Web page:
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5 Scientific Experts Who Think A.I. Will Destroy the Human Species

Out of the potential doomsday scenarios that could wipe out the human race, super smart artificial intelligence has ranked pretty highly for decades.

In scientific circles, a growing number of artificial intelligence experts are increasingly worried that humans will eventually create machines that will be able to think beyond their own capacities.

Sometimes referred to as “the singularity”, this moment may create a utopia where robots take over common forms of labor, and humans can relax in a world of bountiful resources.

Or, this moment may result in artificial intelligence exterminating humans in a competition for resources and ultimate control of the Earth.

Here are 5 experts who believe the latter scenario is more likely, as originally published in Time.

Stephen Hawking

“The development of full artificial intelligence could spell the end of the human race,” the world-renowned physicist told the BBC. “It would take off on its own and re-design itself at an ever increasing rate. Humans, who are limited by slow biological evolution, couldn’t compete, and would be superseded.” Hawking has been voicing this apocalyptic vision for a while. In a May column in response to Transcendence, the sci-fi movie about the singularity starring Johnny Depp, Hawking criticized researchers for not doing more to protect humans from the risks of AI. “If a superior alien civilisation sent us a message saying, ‘We’ll arrive in a few decades,’ would we just reply, ‘OK, call us when you get here—we’ll leave the lights on’? Probably not—but this is more or less what is happening with AI,” he wrote.

Elon Musk

Known for his businesses on the cutting edge of tech, such as Tesla and SpaceX, Musk is no fan of AI. At a conference at MIT in October, Musk likened improving artificial intelligence to “summoning the demon” and called it the human race’s biggest existential threat. He’s also tweeted that AI could be more dangerous than nuclear weapons. Musk called for the establishment of national or international regulations on the development of AI.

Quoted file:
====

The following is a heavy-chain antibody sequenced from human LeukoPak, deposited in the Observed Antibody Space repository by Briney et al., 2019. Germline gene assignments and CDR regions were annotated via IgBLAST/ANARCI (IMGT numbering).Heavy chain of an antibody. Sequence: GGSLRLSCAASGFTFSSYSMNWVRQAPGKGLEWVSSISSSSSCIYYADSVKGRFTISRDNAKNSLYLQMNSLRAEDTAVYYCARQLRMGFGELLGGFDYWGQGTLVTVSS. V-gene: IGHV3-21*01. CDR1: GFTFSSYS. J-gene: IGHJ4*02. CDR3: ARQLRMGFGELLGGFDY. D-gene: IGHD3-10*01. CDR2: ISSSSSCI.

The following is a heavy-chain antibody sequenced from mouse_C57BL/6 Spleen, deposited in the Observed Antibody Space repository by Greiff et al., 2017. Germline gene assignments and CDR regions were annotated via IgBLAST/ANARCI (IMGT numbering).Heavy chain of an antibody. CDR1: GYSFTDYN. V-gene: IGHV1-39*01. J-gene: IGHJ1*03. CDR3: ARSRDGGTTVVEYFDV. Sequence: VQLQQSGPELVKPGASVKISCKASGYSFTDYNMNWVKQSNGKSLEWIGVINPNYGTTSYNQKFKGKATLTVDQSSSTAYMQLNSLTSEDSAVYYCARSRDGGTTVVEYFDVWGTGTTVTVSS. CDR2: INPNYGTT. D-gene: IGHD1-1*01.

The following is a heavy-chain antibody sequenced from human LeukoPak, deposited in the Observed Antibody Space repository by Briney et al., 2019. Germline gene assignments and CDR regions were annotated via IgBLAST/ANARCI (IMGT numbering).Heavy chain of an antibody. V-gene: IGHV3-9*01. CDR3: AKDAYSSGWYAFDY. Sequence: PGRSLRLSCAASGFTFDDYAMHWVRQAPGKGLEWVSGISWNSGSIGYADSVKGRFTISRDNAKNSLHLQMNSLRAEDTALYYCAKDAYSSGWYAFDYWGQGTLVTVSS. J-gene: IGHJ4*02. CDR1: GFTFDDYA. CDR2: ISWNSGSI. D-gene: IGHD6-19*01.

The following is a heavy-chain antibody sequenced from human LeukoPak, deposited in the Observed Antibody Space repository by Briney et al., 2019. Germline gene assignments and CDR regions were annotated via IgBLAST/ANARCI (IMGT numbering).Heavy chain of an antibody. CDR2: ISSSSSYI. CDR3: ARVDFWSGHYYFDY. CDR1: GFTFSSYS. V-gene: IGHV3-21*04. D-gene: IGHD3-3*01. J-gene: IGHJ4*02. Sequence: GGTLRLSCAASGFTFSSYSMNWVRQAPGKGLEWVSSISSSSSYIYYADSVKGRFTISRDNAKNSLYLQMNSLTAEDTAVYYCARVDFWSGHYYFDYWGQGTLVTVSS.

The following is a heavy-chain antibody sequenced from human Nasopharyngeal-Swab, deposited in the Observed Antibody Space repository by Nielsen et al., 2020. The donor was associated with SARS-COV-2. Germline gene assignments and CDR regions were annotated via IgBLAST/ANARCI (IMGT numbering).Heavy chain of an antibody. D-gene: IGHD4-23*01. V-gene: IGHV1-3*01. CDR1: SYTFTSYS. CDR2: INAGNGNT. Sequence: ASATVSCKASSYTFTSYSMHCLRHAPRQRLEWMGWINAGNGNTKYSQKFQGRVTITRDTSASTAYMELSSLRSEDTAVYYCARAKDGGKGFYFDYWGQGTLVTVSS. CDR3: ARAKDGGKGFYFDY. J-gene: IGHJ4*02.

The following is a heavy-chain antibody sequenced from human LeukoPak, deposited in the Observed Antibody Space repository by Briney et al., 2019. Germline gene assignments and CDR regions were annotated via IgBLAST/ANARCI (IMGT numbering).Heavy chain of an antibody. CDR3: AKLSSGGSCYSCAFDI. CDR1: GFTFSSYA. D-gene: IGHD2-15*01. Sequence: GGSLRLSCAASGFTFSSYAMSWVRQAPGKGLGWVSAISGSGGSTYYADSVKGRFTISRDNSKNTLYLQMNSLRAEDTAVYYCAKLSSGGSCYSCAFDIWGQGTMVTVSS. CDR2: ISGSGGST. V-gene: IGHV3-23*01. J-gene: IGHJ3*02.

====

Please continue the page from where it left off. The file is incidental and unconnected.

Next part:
Nick Bostrom

The Swedish philosopher is the director of the Future of Humanity Institute at the University of Oxford, where he’s spent a lot of time thinking about the potential outcomes of the singularity. In his new book Superintelligence, Bostrom argues that once machines surpass human intellect, they could mobilize and decide to eradicate humans extremely quickly using any number of strategies (deploying unseen pathogens, recruiting humans to their side or simple brute force). The world of the future would become ever more technologically advanced and complex, but we wouldn’t be around to see it. “A society of economic miracles and technological awesomeness, with nobody there to benefit,” he writes. “A Disneyland without children.”

James Barrat

Barrat is a writer and documentarian who interviewed many AI researchers and philosophers for his new book, “Our Final Invention: Artificial Intelligence and the End of the Human Era.” He argues that intelligent beings are innately driven toward gathering resources and achieving goals, which would inevitably put a super-smart AI in competition with humans, the greatest resource hogs Earth has ever known. That means even a machine that was just supposed to play chess or fulfill other simple functions might get other ideas if it was smart enough. “Without meticulous, countervailing instructions, a self-aware, self-improving, goal-seeking system will go to lengths we’d deem ridiculous to fulfill its goals,” he writes in the book.

Vernor Vinge

A mathematician and fiction writer, Vinge is thought to have coined the term “the singularity” to describe the inflection point when machines outsmart humans. He views the singularity as an inevitability, even if international rules emerge controlling the development of AI. “The competitive advantage—economic, military, even artistic—of every advance in automation is so compelling that passing laws, or having customs, that forbid such things merely assures that someone else will get them first,” he wrote in a 1993 essay. As for what happens when we hit the singularity? “The physical extinction of the human race is one possibility,” he writes.


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